be time-consuming and expensive for a site owner to win a legal
judgment, especially if the cybersquatter is located in a different
country. In some circumstances, it is possible to reclaim names
through domain arbitration, however this can cost thousands and
can take many months. Full blown domain related law suits can
take years and cost tens of thousands of dollars.
(and cheapest) way to prevent most cybersquatting is to register
a few basic variations of your company name before the damage
Which names should I register?
1. COM/NET/BIZ: Hopefully, you have already registered the .COM
version of your company name. To be safe, register the .NET and
.BIZ variations. Some companies also register the .ORG and .INFO
variations for additional safety.
2. Hyphenation: If your company name has more than one word in
it, register it both with and without a dash. (e.g. usair.com
3. Singular/Plural: If your name lends itself to it, register its
singular and plural versions. (e.g. fordtruck.com and
4. Common Misspellings: If your name can be easily misspelled, register
common misspellings (e.g. volkswagon.com and volkswagen.com)
5. And finally, the
juvenile sounding but damaging 'sucks' variation: Many experienced internet users routinely type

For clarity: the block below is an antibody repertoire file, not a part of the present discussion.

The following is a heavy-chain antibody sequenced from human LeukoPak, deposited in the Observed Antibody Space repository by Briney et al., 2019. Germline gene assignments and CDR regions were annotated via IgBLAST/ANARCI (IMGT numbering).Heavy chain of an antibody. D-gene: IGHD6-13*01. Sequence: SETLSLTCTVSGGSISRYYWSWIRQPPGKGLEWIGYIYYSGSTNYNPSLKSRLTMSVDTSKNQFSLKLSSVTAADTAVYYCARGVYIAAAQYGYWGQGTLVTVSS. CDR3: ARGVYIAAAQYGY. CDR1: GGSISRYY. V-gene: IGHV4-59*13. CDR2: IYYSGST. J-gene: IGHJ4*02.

in the 'sucks' variation of a company name on their browser to
find complaints about a company. Most savvy companies now make
it standard procedure to register this name before a vindictive
person does. (e.g. verizonsucks.com)
Isn't this going to get expensive?
Registering 'protective' domain names is
now becoming a necessary and expected cost for doing business
on the Internet. Luckily the domain registration industry has
been recently de-regulated. Domains which have traditionally
cost $70 to register can now be registered for about $20. A small
price to pay to help protect against the time and expense involved
pursuing a cybersquatter.
Have you protected yourself from cybersquatters?
By taking just a few minutes now, you can help prevent costly
and potentially embarrassing cybersquatting incidents from occurring...
Now that you know the basics tactics used
by cybersquatters, you may want to make a list of your domain
names and use the following worksheet to see if you are protected.
Are you protected?
Basic domain name
Where to register your domain name variations?
You can use any active registrar to register additional
variations of your domain name. We use and recommend Register.com. In our opinion, they
offer an excellent mix of advanced features, reliability and knowledgeable
support. If you use their service, be sure to take advantage of their
free URL forwarding feature. This will allow enable you to link each
of your domain name variations to your correct web site without paying
any additional hosting fees.
Due to our high volume, we have secured
a discounted rate of $20/yr with Register.com This special discount
is available to all BetterWhois visitors via the following link: